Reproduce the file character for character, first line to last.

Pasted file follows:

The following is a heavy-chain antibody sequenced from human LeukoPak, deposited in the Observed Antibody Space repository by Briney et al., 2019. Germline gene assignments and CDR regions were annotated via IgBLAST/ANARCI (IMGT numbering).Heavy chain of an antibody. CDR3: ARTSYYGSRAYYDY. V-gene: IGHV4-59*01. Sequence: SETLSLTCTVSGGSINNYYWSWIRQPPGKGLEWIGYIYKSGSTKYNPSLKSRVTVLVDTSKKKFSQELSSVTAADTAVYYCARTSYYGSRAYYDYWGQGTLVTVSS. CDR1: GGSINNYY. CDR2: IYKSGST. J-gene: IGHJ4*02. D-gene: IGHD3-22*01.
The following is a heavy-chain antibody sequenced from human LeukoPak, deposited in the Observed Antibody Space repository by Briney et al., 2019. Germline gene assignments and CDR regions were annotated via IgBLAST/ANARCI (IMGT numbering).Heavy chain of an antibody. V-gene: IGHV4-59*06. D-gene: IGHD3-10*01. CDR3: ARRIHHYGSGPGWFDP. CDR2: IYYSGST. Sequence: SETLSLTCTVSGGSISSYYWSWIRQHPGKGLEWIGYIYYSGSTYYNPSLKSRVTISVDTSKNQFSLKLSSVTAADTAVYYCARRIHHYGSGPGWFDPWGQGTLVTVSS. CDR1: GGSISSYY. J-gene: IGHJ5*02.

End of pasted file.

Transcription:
The following is a heavy-chain antibody sequenced from human LeukoPak, deposited in the Observed Antibody Space repository by Briney et al., 2019. Germline gene assignments and CDR regions were annotated via IgBLAST/ANARCI (IMGT numbering).Heavy chain of an antibody. CDR3: ARTSYYGSRAYYDY. V-gene: IGHV4-59*01. Sequence: SETLSLTCTVSGGSINNYYWSWIRQPPGKGLEWIGYIYKSGSTKYNPSLKSRVTVLVDTSKKKFSQELSSVTAADTAVYYCARTSYYGSRAYYDYWGQGTLVTVSS. CDR1: GGSINNYY. CDR2: IYKSGST. J-gene: IGHJ4*02. D-gene: IGHD3-22*01.
The following is a heavy-chain antibody sequenced from human LeukoPak, deposited in the Observed Antibody Space repository by Briney et al., 2019. Germline gene assignments and CDR regions were annotated via IgBLAST/ANARCI (IMGT numbering).Heavy chain of an antibody. V-gene: IGHV4-59*06. D-gene: IGHD3-10*01. CDR3: ARRIHHYGSGPGWFDP. CDR2: IYYSGST. Sequence: SETLSLTCTVSGGSISSYYWSWIRQHPGKGLEWIGYIYYSGSTYYNPSLKSRVTISVDTSKNQFSLKLSSVTAADTAVYYCARRIHHYGSGPGWFDPWGQGTLVTVSS. CDR1: GGSISSYY. J-gene: IGHJ5*02.